Wednesday, December 7, 2011


Takin' the Guzzi to the warehouse store...

A 56-DEGREE late autumn afternoon: the sky is clear and I need a break from the action. Aria, my black Guzzi Breva, has been idle in the garage for the better part of two weeks and she needs some loping moments on a back road. But on my agenda is a visit to the warehouse store where I am to pick up some photographs previously e-mailed in by my beloved for development.

I see this as an opportunity. I fire up the B-1100 and head over knowing that I can’t return home with a pallet of toilet paper or a fifty-five gallon drum of dry-roast mixed nuts since I can strap neither to the bike.

Also, given that this is a Tuesday afternoon, the outer reaches of the parking acreage – there are smaller countries in Europe – will provide a nice little laboratory for practicing some braking, cornering and maybe a slalom or two.

BAD THINKING. Forgotten in my logic is that this is the heart of the holiday shopping circus. Within a half mile of my destination, I begin to know what cholesterol must do to the circulatory system. Almost nothing is moving. Instantaneously I am blocked from the rear. I look at the long line of automobiles stretching ahead, behind and around suburban curves and rethink Carl Sagan’s use of the term “billions and billions.”

Twenty minutes elapse before I make it to the parking lot. No space is empty, even in the farthest reaches. Spaces only come available. The traffic line creeps. I feel more than vulnerable on my little bike. Shoppers departing back blindly from spaces in cars loaded to the headliner with cases of soda and bubble water and motor oil, bales of paper towels, multipacks of deodorants and shampoos, lugs of cantaloupes and gunny sacks of oranges or walnuts. Steel shopping carts the size of three-quarter ton pickup trucks drift driverlessly across the tarmac seeking the nearest low spot or newest new car to ding.
Individual drivers in search of a parking slot plant themselves in traffic lanes waiting while successful shoppers puzzle-piece their take into the back seats of now-surprisingly small full-sized Explorers and Suburbans. The whole world stops.

Once inside, the behaviors continue. Many customers engage in an activity known to me as “the Costco Walk.” Aisles in these stores are wide; ample room exists for folks to push their pick-up sized baskets or flats all the way to the back of the store unimpeded except when the come up behind someone engaged in the Costco Walk.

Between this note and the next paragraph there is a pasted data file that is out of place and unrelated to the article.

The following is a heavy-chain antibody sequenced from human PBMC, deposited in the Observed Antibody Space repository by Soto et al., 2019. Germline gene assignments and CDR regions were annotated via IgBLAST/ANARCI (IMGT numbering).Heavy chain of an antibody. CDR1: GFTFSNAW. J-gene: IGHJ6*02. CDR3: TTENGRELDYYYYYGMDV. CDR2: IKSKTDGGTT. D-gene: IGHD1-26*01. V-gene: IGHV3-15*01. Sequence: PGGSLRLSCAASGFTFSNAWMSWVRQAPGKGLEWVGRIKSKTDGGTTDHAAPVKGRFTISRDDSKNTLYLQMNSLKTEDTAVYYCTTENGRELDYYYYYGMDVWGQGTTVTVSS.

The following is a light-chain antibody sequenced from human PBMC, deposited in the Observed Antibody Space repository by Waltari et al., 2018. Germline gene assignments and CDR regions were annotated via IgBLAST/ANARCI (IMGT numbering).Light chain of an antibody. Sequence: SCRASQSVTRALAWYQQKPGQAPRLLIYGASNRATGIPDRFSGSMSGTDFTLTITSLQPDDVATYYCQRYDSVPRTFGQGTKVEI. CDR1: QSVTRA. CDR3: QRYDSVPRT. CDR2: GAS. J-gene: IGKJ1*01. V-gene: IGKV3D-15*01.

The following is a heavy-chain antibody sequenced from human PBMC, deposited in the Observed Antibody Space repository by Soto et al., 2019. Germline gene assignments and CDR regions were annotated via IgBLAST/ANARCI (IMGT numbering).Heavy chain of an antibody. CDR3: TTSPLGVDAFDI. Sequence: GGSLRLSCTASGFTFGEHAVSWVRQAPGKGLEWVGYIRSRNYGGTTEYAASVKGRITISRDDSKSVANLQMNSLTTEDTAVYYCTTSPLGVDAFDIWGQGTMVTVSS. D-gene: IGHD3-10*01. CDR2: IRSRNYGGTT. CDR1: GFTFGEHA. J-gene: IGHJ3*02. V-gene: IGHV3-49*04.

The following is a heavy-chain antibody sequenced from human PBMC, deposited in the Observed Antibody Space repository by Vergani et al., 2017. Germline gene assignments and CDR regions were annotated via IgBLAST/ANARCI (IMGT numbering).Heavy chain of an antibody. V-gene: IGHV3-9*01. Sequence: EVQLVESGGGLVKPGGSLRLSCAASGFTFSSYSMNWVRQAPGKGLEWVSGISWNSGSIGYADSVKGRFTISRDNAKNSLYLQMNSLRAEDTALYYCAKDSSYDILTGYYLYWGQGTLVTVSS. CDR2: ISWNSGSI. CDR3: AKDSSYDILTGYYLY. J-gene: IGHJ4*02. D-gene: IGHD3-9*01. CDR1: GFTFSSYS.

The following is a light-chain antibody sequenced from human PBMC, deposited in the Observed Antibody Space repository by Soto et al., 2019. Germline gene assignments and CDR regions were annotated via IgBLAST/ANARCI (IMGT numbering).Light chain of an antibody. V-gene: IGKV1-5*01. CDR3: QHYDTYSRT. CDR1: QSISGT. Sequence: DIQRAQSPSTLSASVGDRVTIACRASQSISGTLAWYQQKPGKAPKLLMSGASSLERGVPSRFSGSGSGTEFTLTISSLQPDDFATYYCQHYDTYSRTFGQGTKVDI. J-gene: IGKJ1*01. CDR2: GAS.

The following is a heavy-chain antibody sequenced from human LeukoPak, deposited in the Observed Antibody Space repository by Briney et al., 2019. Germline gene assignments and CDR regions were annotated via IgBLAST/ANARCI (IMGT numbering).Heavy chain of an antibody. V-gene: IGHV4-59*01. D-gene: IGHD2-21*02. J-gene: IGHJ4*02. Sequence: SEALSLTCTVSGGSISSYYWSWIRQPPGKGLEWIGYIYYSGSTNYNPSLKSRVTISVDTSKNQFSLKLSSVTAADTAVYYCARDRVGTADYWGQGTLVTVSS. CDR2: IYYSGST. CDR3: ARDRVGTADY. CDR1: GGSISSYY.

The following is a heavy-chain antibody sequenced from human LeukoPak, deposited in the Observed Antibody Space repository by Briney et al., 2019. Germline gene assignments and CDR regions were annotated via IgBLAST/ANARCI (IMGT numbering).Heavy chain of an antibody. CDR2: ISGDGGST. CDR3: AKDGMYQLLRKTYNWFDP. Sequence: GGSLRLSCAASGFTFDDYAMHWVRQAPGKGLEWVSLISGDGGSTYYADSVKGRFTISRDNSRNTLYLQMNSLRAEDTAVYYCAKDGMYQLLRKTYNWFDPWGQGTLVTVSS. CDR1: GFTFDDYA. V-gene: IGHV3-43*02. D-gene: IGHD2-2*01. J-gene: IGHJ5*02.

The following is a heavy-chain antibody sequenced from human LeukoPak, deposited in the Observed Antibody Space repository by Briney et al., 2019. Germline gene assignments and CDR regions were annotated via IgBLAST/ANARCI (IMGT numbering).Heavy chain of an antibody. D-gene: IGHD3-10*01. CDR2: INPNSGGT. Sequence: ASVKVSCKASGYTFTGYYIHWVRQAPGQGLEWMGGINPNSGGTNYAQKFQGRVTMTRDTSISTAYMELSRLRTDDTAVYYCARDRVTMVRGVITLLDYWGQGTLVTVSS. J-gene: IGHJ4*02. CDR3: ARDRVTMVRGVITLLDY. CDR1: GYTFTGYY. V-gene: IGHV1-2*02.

A Costco Walker moves very slowly if they move at all. When they aren’t moving, they position their cart at a 45-degree angle across the middle of the aisle. Typically, they aren’t perusing merchandise; they are engaged in conversation – many times loud – with a spouse or partner or sampling a food product. About the time I feel the need to say, “excuse me,” or to try to squeeze by, they begin to move. Too often, however, this is just a stutter step – a fake. They stop further in the aisle and continue their leisurely exchange. Shoppers back up in all directions. If the shopping carts came equipped with horns, I’m sure the store would sound like rush hour on Broadway in New York City. To be honest, the place could use a traffic helicopter hovering just over the twenty-foot high steel shelving racks. There seems to be congestion around cold medications. Emergency store employees are not yet on scene. To get to frozen foods, an alternate route would be…

I hang a left taking a narrow passage between discount books and discount socks/underwear. But toward the end of the alley, a Costco Walker is sampling Peruvian dried apricots. Someone pulls up right behind me and begins to thumb through the latest James Patterson novel. As in the parking lot ten minutes before, I am trapped, blocked, almost incarcerated. The rattle of carts, the nagging of partners, the impatience of children riding in baskets, the drone of holiday music – in short, the sounds of the commerce that makes this country great – begins to pound on me. I think of the classic horror movie trailer line: “What if you screamed but no one could hear you?”

I ARRIVE AT THE PHOTO COUNTER only to discover that the pictures are not ready. Developing services need to be prepaid and we hadn’t done that on line.

ONCE BACK ASTRIDE the Guzzi, I survey the parking area and flash upon the Demolition Derbies that used to be held at the end of the racing season at the Silver Dollar Speedway up in Chico when I was a kid. I think about the physics that will come into play should my beautiful Italian bike be broad-sided by an overloaded Dodge Ram 2500 and choose a route that will get me to the margins of the lot in the shortest order and with as few turns as possible. Once free, I don’t head home.

Six miles up the freeway, past the town of Lincoln, a beautiful country road stretches from the valley floor to the gold country foothills. It calls. There will still be autumn color, I know. There will be curves.  There will be little traffic.  The music I will hear will not entice me to consume - rather it will be music I select for myself.  Aria, the little black Guzzi, will get in her lope.

© 2011
Church of the Open Road Press

1 comment:

  1. Eloquent and you painted an accurate picture w/o being demeaning. Incredible skill and fun to read. Probably more dangerous than triple digits on a mountain two-lane.